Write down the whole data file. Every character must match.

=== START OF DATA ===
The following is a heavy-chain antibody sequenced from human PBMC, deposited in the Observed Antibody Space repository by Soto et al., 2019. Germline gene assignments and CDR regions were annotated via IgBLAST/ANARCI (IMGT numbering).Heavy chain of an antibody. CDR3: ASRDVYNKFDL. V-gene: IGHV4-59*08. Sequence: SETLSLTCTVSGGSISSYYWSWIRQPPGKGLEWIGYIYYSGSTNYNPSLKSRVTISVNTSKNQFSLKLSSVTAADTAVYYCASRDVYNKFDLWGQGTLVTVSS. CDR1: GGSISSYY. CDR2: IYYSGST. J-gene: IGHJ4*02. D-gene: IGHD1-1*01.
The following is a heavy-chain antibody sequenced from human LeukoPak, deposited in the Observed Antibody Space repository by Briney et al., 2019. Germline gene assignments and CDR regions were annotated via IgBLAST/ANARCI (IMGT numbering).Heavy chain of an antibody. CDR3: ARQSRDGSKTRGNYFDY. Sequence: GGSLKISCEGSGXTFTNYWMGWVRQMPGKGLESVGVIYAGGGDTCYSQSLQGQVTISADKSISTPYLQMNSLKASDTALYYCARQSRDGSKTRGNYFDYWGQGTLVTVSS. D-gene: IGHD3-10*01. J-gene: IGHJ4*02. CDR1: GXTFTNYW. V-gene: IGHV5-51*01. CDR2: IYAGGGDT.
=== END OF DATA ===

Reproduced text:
The following is a heavy-chain antibody sequenced from human PBMC, deposited in the Observed Antibody Space repository by Soto et al., 2019. Germline gene assignments and CDR regions were annotated via IgBLAST/ANARCI (IMGT numbering).Heavy chain of an antibody. CDR3: ASRDVYNKFDL. V-gene: IGHV4-59*08. Sequence: SETLSLTCTVSGGSISSYYWSWIRQPPGKGLEWIGYIYYSGSTNYNPSLKSRVTISVNTSKNQFSLKLSSVTAADTAVYYCASRDVYNKFDLWGQGTLVTVSS. CDR1: GGSISSYY. CDR2: IYYSGST. J-gene: IGHJ4*02. D-gene: IGHD1-1*01.
The following is a heavy-chain antibody sequenced from human LeukoPak, deposited in the Observed Antibody Space repository by Briney et al., 2019. Germline gene assignments and CDR regions were annotated via IgBLAST/ANARCI (IMGT numbering).Heavy chain of an antibody. CDR3: ARQSRDGSKTRGNYFDY. Sequence: GGSLKISCEGSGXTFTNYWMGWVRQMPGKGLESVGVIYAGGGDTCYSQSLQGQVTISADKSISTPYLQMNSLKASDTALYYCARQSRDGSKTRGNYFDYWGQGTLVTVSS. D-gene: IGHD3-10*01. J-gene: IGHJ4*02. CDR1: GXTFTNYW. V-gene: IGHV5-51*01. CDR2: IYAGGGDT.